Following is the last part of the personal account by Michigan businesswoman Nina McCaulley of her experiences when she joined a Filipino-American trade mission to the Philippines in the third week of October this year.
Day 6 (Oct. 22, 2014)
In our visit to Tarlac, we learned a lot about the life of martyred Ninoy Aquino. It was very sad. It was the first time I’ve seen and heard this story closely. I can’t imagine how this can be true. My heart ached while I was listening to the experience of a young woman at that moment. I can only imagine how she felt at that time, keeping it secret for 30 years. Even until now she still feels like a prisoner of the nightmares that she experienced as a young woman. I was very disturbed. A Filipino with an evil spirit can do such an evil crime (assassination of Ninoy) is very disturbing.
The products of Tarlac are another thing to be proud of. These are excellent products although I lost the cool hat I bought there. I think I lost it at the airport when I flew back to the US.
We also visited Bataan. I just couldn’t stop crying while watching our native kids singing for me. It seemed like they were ghosts or silhouettes. I was so touched that the kids reminded me of how are we going to shape our youth and how are we going to make it right for the generations to come.
I know this is a long process, and I just pray. It might not happen in our lifetime, but I pray that it will continue from the ones who have been working on it and from us and that we will be able to pass the baton. I will start the process by adopting them. I will ask our organizations in Michigan and will start a foundation of some kind to attend to their educational needs. Doctor Mai promised to help me in this project.
We didn’t have much time to see Bataan products and do networking because we ran out of time. But the reports about Bataan were very nice. I’m so happy about the progress Bataan has made. We need to have an extra day just for Bataan to really enjoy the products and the hospitality of the people.
The dinner that the ACUZAR place offered was awesome! We went to see one of the houses, and again it’s like going back in time. My parents and grandparents were Spanish, but they were not rich like these people.
But it was so nice to see how the houses were built, the craftsmanship, etc. You can tell the Filipino workmanship. I can almost feel how everything was done, so delicate and intricate. How things were built in the olden days. These were built with a purpose, so detailed. I can almost feel the warmth and even smiles while they are working or painting. Remember how they sing during the planting season? It seemed like the people in the olden days were even happier than we are. Maybe they were more relaxed.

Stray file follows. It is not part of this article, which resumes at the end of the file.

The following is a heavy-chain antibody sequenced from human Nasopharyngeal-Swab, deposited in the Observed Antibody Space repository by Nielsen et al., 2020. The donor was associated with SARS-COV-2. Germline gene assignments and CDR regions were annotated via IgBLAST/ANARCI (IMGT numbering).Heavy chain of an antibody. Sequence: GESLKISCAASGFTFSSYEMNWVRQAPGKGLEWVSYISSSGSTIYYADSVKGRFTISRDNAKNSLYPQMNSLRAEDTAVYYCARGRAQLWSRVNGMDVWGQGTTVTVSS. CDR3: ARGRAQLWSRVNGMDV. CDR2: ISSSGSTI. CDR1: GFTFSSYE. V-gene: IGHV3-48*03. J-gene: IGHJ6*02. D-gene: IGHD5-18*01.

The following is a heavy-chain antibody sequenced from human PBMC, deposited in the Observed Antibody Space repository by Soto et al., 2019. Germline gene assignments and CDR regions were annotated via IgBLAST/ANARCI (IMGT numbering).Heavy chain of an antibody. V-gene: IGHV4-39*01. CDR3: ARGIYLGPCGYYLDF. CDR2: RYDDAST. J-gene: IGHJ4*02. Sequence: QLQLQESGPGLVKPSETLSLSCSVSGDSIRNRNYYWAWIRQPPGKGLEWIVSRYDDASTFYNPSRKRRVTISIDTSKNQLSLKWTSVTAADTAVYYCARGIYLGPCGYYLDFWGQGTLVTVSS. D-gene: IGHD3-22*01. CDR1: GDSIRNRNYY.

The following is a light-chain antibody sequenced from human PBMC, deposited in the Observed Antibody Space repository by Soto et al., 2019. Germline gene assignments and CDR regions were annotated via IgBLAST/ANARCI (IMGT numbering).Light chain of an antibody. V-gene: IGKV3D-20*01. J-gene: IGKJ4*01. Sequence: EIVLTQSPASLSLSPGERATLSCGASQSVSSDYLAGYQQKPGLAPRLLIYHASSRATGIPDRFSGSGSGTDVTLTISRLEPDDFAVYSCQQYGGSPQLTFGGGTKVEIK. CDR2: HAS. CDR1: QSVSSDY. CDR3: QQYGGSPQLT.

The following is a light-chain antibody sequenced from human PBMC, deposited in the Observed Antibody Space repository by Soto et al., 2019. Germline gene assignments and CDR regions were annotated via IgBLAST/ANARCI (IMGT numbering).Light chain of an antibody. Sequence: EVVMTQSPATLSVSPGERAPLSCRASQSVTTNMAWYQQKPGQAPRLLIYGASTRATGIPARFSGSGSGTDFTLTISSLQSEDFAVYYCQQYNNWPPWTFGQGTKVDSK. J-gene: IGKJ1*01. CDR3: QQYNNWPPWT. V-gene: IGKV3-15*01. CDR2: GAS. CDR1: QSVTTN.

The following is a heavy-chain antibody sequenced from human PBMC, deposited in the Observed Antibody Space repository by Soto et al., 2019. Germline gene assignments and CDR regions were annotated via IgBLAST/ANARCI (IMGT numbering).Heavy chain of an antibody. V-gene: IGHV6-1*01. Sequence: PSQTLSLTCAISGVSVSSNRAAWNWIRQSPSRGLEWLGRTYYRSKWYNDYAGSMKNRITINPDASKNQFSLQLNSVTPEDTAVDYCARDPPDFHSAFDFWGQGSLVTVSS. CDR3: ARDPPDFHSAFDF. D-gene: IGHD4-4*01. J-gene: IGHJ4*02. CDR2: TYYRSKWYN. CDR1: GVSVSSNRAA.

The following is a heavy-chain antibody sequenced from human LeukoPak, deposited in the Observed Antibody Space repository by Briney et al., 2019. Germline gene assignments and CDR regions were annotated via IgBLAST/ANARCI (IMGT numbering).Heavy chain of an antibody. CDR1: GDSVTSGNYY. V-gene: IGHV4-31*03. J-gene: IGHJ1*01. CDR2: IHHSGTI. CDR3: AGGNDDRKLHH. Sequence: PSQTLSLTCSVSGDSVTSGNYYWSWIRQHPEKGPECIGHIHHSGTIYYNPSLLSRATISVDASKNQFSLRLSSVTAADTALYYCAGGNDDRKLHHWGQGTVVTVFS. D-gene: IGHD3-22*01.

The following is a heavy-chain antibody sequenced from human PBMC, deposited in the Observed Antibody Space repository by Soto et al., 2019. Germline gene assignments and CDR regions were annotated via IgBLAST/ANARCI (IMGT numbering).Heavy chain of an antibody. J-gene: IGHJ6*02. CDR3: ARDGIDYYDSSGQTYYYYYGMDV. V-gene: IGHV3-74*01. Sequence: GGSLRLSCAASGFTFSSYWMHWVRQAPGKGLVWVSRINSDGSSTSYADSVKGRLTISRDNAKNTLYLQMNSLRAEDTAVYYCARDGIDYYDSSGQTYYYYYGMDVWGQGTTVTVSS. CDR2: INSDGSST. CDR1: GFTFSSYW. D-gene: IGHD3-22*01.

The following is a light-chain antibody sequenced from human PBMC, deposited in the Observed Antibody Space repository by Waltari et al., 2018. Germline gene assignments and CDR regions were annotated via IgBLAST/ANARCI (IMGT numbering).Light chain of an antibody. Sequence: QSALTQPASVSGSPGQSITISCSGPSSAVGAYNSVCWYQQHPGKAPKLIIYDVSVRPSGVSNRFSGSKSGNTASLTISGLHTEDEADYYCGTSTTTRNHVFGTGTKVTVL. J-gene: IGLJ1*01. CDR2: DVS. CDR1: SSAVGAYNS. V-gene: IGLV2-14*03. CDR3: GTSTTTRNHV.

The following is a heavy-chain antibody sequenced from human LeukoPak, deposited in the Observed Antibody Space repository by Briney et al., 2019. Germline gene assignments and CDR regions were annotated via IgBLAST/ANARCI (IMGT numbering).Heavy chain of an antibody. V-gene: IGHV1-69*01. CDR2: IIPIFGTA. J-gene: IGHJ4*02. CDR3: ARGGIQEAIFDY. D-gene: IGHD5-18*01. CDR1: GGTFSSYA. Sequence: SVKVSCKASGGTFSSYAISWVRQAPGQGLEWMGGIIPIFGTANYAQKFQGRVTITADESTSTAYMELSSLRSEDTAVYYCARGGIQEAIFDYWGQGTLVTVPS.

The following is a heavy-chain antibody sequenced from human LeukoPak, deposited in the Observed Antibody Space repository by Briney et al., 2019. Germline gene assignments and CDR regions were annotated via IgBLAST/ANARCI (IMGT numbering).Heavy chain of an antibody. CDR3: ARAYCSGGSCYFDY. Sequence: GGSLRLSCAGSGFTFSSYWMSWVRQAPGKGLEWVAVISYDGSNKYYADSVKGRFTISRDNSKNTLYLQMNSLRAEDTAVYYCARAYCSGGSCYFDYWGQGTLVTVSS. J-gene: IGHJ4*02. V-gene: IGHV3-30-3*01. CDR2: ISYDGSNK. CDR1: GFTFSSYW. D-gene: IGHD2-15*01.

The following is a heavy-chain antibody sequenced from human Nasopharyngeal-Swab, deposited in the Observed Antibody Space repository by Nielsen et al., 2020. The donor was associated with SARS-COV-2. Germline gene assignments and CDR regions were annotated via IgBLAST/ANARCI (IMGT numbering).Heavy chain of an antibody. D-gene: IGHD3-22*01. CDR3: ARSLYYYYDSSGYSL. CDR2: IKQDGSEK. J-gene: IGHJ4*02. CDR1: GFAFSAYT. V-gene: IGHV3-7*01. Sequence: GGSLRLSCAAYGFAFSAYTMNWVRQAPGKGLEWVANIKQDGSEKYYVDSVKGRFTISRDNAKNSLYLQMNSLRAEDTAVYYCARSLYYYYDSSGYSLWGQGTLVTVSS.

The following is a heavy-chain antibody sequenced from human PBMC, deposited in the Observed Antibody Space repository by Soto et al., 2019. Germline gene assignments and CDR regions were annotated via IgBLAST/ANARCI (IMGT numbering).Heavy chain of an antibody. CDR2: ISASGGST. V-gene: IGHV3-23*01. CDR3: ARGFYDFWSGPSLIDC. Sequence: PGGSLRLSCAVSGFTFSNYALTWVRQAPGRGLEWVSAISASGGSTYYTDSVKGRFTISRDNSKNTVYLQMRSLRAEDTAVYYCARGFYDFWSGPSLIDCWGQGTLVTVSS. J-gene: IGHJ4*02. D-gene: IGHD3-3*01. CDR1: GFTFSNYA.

Day 7th (Oct. 23)
I really enjoyed this part of the trade show. This was memorable to me. I was so glad I woke up early and sit down to listen to the speakers at the conference. They presented how the Philippines is today. It summed up of what we observed at the places we went to before the presentation.
And I have a chance to ask a question about what has been bothering me every time we come to the Philippines for a medical mission. I really hope that the Custom processing of bringing out our medical supplies will be as short as what I have heard — less than 4 hours. Really? We will find out next year if this is true. I am so impressed of how the PCCI (Philippine Chamber of Commerce and Industry) officers conduct their business. There is so much our Philippines has to offer. But it seemed so odd that our government is not as computerized and synced as the private sector’s.
It seemed so odd to hear reports that Custom got less computers, and so are the rest of government offices. I feel sad about that part of the report. We had the best Filipino computer system knowhow before, yet the Indians have surpassed us now. I remember there were Indians who came to the Philippines way back in my previous trips to the country. I was wondering what were the Indians doing then, perhaps learning things about computers. They have learned it probably in our Philippines, took that knowledge back to India and master it.
Overall, the presentation is a promise, dream to look forward to very exciting things about the Philippines. It seemed like the younger officials/ businessmen have something to offer to us. They seemed to be more heart giving. I can feel that they talk from their heart and that all of the presenters have a common goal, the progress of all Filipinos.
The Gala Night was really fun. I did a lot of dancing. But no Argentine tango though.
Day 8 (Oct. 24)
I love our President of the Philippines, but the President himself is just like any other Filipinos I know. I and my seatmate noticed (we were shaking our heads and laughing about it) that most of the time, the President was not really listening to the presenters. I was ashamed about that because that was not a good example. Also, this was an international conference, and we had delegates from different countries who were also watching our President not listening to the speakers. I felt ashamed about that. Sorry, I was just being truthful about it.
I noticed one of the President’s security aides was coming my way. Was it because I was video-taping and aiming my cellphone camera at the President? I noticed this guy was coming my way, and then he looked at the other side. I was thinking maybe another aide was watching me and signaled this one guy that I was okay, and that my cellphone, my new Apple 6 plus, is not a gun.
Overall, the trip was awesome, very educational. I’m so thrilled about Philippines’ progress and can’t wait till we shine again positively in the whole wide world. I think all Filipinos should have a chance to experience what we had experienced in the trip.
There is no place like home, and home is our Philippines. Mabuhay ang Pilipinas nating mahal.